Overall, I can safely say that this novel is perfect. It’s better than I could’ve imagined and I cannot wait to see how the series will conclude. If you loved Scythe, then you’re obviously reading this one. But even if you didn’t, please give it a shot. You won’t regret it.
Top reviews from other countries
I said in my review of the previous book that I didn't think that it was as good as Shusterman's other series Unwind, but after reading this, I've completely changed my mind. It was great to see the world and characters develop. I also mentioned that the villains didn't seem that threatening in the first book; after reading this I can honestly say they are - with one in particular who I won't name - being absolutely terrifying. This book was much more fast paced than the first, and like Unwind, I loved the world that Shusterman has created.
There was a small romance between the two main characters, Ronan and Citra, in the first book, which I didn't really mind but wasn't crazy about either. In this book however, there is no romance at all as the two of them are only together for about twenty pages max. Both of their stories were really interesting, and it was great to see them both, particularly Citra, develop as a character. I also really enjoyed that we get small pieces of dialogue from the Thunderhead's point of view at the end of each chapter. New character, Grayson Tolliver, was written superbly and I can't wait to see how his story pans out in the next book.
I usually despise cliffhanger endings, but I loved the ending of Thunderhead. As annoyed as I am about having to wait a year for the next book, I thought it was written superbly. I really have no clue where the story is going to go next but I can't wait to find out.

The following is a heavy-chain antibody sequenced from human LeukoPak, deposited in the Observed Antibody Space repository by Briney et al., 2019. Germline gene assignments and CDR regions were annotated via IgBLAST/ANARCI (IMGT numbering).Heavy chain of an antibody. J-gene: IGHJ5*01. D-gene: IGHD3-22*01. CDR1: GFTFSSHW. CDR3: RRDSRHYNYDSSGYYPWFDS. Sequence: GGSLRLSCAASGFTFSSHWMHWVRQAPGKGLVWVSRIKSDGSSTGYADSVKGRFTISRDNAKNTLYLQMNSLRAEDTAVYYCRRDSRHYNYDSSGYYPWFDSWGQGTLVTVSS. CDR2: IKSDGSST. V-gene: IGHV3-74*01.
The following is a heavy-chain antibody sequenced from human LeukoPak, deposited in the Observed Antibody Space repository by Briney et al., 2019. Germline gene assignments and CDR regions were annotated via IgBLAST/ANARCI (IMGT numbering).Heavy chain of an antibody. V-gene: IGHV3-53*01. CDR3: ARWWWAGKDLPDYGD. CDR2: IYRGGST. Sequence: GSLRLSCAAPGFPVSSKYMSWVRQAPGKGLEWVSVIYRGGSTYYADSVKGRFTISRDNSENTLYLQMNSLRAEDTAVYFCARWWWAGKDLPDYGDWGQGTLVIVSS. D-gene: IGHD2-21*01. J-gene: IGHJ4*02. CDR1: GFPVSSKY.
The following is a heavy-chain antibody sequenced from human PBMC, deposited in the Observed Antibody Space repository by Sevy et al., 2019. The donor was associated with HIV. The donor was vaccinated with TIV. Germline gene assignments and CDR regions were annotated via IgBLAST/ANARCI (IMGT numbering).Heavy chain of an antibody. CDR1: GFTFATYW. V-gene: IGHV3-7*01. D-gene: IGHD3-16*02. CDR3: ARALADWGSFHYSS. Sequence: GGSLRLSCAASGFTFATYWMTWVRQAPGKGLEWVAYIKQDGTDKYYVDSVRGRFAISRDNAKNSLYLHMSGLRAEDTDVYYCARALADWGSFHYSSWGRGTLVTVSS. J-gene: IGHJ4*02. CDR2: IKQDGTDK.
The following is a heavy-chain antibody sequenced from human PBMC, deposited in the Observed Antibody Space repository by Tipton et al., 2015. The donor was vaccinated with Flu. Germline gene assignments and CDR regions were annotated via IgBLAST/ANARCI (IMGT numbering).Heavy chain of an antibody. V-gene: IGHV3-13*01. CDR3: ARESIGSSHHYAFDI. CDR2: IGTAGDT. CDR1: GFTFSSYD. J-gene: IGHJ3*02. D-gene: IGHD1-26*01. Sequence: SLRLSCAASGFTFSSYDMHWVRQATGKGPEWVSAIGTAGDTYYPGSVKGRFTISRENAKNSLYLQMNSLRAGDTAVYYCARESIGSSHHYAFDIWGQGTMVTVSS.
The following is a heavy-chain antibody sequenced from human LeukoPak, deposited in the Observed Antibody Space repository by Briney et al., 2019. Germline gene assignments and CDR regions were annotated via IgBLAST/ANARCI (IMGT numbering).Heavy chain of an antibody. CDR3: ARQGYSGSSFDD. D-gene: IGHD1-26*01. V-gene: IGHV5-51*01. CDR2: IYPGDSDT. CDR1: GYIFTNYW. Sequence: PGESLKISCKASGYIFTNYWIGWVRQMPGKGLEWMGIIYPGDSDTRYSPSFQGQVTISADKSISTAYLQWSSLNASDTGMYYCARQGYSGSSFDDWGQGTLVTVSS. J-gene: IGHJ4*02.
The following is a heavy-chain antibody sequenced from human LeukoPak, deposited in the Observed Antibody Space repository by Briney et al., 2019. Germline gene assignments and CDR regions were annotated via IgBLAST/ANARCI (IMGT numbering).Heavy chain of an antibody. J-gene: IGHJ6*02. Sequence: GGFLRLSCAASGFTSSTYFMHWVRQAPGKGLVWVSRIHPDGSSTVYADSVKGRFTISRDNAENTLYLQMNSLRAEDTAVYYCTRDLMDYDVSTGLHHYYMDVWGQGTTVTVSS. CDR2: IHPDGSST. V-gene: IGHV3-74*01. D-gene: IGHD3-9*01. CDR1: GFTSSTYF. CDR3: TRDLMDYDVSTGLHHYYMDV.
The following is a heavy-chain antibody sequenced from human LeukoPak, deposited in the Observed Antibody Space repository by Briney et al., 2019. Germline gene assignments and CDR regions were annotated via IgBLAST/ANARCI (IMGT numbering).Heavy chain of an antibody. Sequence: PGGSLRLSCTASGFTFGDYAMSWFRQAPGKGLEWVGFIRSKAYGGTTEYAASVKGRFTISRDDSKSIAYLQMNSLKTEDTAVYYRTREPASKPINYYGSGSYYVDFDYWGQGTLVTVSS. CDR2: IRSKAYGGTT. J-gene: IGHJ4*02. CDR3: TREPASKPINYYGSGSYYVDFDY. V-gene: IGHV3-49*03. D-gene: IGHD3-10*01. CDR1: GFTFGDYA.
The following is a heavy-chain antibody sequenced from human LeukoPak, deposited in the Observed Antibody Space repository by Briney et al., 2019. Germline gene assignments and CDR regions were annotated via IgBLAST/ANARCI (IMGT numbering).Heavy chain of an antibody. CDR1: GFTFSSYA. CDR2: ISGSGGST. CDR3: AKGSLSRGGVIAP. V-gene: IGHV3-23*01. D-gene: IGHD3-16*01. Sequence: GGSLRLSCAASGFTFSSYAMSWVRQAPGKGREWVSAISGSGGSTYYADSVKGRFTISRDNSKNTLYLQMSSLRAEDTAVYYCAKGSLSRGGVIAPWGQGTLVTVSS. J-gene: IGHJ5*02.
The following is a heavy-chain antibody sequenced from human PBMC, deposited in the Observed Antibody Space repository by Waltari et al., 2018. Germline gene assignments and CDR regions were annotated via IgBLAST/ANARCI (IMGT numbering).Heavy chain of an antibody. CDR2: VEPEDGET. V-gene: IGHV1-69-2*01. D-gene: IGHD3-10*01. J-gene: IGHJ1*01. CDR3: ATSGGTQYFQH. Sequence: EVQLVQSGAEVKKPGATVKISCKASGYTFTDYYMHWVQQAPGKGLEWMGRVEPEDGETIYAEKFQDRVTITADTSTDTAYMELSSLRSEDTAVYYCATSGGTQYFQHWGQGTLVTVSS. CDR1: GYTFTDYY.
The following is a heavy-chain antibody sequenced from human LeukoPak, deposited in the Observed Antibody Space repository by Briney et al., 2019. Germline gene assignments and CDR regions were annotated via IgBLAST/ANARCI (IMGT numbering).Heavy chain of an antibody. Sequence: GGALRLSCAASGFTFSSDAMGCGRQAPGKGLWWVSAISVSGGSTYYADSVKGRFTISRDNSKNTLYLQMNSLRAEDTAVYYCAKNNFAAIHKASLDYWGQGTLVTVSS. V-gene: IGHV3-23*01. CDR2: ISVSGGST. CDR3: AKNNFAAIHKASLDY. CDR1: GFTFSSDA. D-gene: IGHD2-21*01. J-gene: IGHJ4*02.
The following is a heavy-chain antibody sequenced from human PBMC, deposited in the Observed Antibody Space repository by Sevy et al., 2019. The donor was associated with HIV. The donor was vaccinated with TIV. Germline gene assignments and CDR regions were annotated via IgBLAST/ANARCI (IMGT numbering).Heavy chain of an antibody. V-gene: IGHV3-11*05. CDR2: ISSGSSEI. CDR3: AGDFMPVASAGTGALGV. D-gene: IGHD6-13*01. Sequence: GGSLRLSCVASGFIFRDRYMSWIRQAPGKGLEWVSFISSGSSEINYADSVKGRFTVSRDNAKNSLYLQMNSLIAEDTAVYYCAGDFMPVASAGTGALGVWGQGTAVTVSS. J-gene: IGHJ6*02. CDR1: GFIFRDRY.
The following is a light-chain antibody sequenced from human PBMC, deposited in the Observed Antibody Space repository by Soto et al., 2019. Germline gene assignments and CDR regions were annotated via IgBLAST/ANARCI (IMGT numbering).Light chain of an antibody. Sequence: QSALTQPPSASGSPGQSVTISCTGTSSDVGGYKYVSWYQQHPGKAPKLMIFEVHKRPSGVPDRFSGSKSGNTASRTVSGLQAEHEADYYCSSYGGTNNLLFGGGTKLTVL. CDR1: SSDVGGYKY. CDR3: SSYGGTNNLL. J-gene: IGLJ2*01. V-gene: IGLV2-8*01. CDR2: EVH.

The 2nd edition of Scythe was great It felt like a little history book of the Scythe world and it was so deeply interesting. The politics were a tad boring and had me skimming it a bit but I understand it was necessary. But a part of me is so tired of the politics parts of books and I wish that people wouldn't dedicate so much of the plot on it because it leaves me so utterly bored. It made me take almost a month to finish this book because to be honest I wasn't as amused with it as the first one and found myself more bored but I've already become so attatched to the characters I demanded more. I'm also so in love with this world and unique concept I'm glad I pushed on because to be honest it is such a wonderful series and I love this world so much and could happily read it over and over again
My main issue, and the reason I have tasted it one less star than the first book is the villain. While most of the characters are fairly nuanced, the main villain here is definitely not, and borders on the pantomime. This a shame as the concepts this series is dealing with are intriguing and complex, and while the consequences of the villain's actions produce interesting and results that get the mind juices going, it's a shame that they have to do it while twiddling thier metaphorical moustache, let's hope they get more nuanced in the third book. Some how I don't see that happening.